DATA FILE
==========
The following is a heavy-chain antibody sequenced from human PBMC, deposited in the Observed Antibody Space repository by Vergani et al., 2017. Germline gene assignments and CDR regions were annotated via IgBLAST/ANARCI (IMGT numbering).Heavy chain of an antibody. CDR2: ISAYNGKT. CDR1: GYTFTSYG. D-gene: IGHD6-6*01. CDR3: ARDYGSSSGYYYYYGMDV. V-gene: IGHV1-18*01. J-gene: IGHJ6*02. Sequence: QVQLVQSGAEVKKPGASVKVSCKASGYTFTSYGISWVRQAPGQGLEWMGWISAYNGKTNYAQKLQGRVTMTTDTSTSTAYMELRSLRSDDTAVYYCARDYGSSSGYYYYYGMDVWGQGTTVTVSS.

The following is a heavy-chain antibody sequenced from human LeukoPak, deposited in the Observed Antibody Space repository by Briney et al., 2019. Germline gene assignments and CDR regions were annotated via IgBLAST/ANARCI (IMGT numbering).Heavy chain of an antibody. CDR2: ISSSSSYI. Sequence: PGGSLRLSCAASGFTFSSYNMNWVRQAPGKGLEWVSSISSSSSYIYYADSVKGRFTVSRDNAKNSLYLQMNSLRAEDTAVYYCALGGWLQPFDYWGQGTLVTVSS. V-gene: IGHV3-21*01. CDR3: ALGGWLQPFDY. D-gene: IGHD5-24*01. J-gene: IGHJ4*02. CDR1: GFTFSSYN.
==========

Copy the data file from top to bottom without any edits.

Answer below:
The following is a heavy-chain antibody sequenced from human PBMC, deposited in the Observed Antibody Space repository by Vergani et al., 2017. Germline gene assignments and CDR regions were annotated via IgBLAST/ANARCI (IMGT numbering).Heavy chain of an antibody. CDR2: ISAYNGKT. CDR1: GYTFTSYG. D-gene: IGHD6-6*01. CDR3: ARDYGSSSGYYYYYGMDV. V-gene: IGHV1-18*01. J-gene: IGHJ6*02. Sequence: QVQLVQSGAEVKKPGASVKVSCKASGYTFTSYGISWVRQAPGQGLEWMGWISAYNGKTNYAQKLQGRVTMTTDTSTSTAYMELRSLRSDDTAVYYCARDYGSSSGYYYYYGMDVWGQGTTVTVSS.

The following is a heavy-chain antibody sequenced from human LeukoPak, deposited in the Observed Antibody Space repository by Briney et al., 2019. Germline gene assignments and CDR regions were annotated via IgBLAST/ANARCI (IMGT numbering).Heavy chain of an antibody. CDR2: ISSSSSYI. Sequence: PGGSLRLSCAASGFTFSSYNMNWVRQAPGKGLEWVSSISSSSSYIYYADSVKGRFTVSRDNAKNSLYLQMNSLRAEDTAVYYCALGGWLQPFDYWGQGTLVTVSS. V-gene: IGHV3-21*01. CDR3: ALGGWLQPFDY. D-gene: IGHD5-24*01. J-gene: IGHJ4*02. CDR1: GFTFSSYN.